Soft Drinks Link Obesity and Tooth Wear

Dentistry Today


There is a clear association between obesity and tooth wear, and the increased consumption of sugary soft drinks may be a leading cause of the erosion of enamel and dentin among obese adults, according to researchers at King’s College London.

Drawing on data from the National Health and Nutrition Examination Survey 2003-2004, the researchers analyzed a representative sample of 3,541 survey participants in the United States. Patient body mass index and the level of tooth wear were the exposure and outcome measurements in the analysis.

The intake of sugar-sweetened acidic drinks was recorded through two non-consecutive 24-hour recall interviews where the patients were asked to provide details of diet intake across those two days.

“It is the acidic nature of some drinks such as carbonated drinks and acidic fruit juices that leads to tooth wear,” said lead author Saoirse O’Toole, PhD, clinical lecturer in prosthodontics at the King’s College London Faculty of Dentistry, Oral & Clinical Sciences.

Tooth wear is the third most important dental condition, the researchers report, after cavities and gum disease. Acidic food and drink consumption is the leading cause of tooth wear. Obese patients also have other risk factors such as increased likelihood of gastric reflux disease, which was controlled for in this study.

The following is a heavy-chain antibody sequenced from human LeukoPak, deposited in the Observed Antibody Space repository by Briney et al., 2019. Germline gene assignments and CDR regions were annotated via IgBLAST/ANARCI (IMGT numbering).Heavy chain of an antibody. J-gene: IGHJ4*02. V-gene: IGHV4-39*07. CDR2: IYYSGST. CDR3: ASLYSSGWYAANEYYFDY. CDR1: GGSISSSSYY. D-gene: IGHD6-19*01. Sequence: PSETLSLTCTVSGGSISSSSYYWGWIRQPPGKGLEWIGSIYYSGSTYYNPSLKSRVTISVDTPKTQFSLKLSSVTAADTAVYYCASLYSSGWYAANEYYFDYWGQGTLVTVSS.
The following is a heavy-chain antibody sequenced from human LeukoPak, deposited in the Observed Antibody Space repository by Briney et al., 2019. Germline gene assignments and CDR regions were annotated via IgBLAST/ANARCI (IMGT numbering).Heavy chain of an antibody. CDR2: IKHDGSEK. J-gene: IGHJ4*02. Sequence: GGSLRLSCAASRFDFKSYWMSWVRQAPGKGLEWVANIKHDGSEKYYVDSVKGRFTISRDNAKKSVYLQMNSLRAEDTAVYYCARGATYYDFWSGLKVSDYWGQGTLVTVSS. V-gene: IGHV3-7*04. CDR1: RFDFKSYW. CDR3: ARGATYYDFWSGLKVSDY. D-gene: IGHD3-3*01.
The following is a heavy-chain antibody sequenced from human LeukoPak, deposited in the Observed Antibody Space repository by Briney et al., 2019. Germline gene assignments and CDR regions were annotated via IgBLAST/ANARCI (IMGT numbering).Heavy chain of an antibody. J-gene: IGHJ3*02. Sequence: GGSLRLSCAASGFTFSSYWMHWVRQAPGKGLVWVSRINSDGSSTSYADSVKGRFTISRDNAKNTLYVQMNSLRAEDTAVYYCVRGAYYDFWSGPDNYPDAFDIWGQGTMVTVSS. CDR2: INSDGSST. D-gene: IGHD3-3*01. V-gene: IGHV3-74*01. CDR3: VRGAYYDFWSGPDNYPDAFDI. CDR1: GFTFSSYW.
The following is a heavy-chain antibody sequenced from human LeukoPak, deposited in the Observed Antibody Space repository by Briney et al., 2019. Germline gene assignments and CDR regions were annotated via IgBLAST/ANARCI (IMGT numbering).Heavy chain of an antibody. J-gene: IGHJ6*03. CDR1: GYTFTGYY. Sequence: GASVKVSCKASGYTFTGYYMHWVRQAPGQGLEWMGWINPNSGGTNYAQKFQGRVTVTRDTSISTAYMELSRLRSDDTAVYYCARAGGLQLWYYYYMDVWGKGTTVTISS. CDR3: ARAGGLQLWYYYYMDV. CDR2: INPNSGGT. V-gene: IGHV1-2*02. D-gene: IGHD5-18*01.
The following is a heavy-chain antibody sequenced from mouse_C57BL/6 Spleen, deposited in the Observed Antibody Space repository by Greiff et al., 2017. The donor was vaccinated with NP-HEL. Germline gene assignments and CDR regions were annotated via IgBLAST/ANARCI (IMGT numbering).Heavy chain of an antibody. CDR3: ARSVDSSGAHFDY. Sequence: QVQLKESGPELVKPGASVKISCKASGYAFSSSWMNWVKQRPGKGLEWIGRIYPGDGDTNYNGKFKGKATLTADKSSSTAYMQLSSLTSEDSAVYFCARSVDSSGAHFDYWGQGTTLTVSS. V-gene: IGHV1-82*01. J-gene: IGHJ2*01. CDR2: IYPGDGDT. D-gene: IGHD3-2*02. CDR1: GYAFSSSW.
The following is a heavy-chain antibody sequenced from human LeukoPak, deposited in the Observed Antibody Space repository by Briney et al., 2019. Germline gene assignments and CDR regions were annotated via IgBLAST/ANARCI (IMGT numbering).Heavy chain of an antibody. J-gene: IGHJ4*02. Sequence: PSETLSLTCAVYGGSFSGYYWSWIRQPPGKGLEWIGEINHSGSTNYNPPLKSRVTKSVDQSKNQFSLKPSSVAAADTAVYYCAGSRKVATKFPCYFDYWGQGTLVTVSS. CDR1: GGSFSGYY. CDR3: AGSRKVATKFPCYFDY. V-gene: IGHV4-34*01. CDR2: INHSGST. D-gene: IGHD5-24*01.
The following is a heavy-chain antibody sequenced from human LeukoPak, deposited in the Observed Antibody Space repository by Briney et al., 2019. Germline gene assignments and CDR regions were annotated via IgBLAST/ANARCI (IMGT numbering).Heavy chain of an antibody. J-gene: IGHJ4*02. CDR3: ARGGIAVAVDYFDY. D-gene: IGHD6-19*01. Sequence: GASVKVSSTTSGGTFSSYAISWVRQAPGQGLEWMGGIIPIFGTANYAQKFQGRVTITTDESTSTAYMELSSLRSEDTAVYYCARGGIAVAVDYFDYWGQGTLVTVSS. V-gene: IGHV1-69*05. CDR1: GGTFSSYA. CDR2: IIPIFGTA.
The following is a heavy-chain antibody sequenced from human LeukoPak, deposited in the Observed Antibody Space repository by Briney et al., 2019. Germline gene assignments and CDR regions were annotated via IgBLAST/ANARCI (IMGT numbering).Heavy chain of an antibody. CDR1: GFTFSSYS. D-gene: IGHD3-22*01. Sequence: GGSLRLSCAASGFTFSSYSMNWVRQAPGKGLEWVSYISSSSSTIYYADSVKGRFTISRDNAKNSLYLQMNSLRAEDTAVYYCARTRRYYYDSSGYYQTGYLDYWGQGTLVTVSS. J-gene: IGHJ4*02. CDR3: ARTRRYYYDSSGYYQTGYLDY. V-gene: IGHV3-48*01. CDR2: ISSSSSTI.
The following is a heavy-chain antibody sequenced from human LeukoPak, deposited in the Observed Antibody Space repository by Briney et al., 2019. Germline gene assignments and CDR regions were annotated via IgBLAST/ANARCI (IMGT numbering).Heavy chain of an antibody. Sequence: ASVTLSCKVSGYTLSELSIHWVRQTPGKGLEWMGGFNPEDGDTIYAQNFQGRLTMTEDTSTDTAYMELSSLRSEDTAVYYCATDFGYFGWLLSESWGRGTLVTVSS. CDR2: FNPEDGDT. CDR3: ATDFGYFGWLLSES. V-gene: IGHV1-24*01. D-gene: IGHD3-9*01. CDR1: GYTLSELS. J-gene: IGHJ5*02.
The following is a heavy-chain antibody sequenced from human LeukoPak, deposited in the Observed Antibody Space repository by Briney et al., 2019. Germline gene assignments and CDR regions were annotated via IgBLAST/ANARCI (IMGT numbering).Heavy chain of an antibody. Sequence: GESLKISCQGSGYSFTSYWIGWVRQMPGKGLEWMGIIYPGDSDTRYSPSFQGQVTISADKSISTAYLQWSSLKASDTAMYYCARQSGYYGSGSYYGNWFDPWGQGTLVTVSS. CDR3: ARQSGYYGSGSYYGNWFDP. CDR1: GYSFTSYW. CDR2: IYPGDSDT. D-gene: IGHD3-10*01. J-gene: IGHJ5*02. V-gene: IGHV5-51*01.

“This is an important message for obese patients who are consuming calories through acidic sugar-sweetened drinks. These drinks may be doing damage to their body and their teeth,” O’Toole said.

“There is also an important message for dentists. We should be asking our patients who are obese and have tooth wear what calories they are drinking, as this may be having an effect on their full bodies, not just their teeth,” O’Toole said.

Previous research from the school has found that tooth wear affects up to 30% of European adults, due to the softening of enamel from dietary or gastric acids, combined with wear and tear. Tooth wear can lead to changes in the shape or appearance of teeth, which then can become sensitive when eating or drinking cold food and drinks.

At its worst, the researchers said, tooth structure can gradually wear away. Severe erosive tooth wear reduces quality of life and can mean complex and costly procedures, the researchers added, though it is preventable through changes in consumption habits. 

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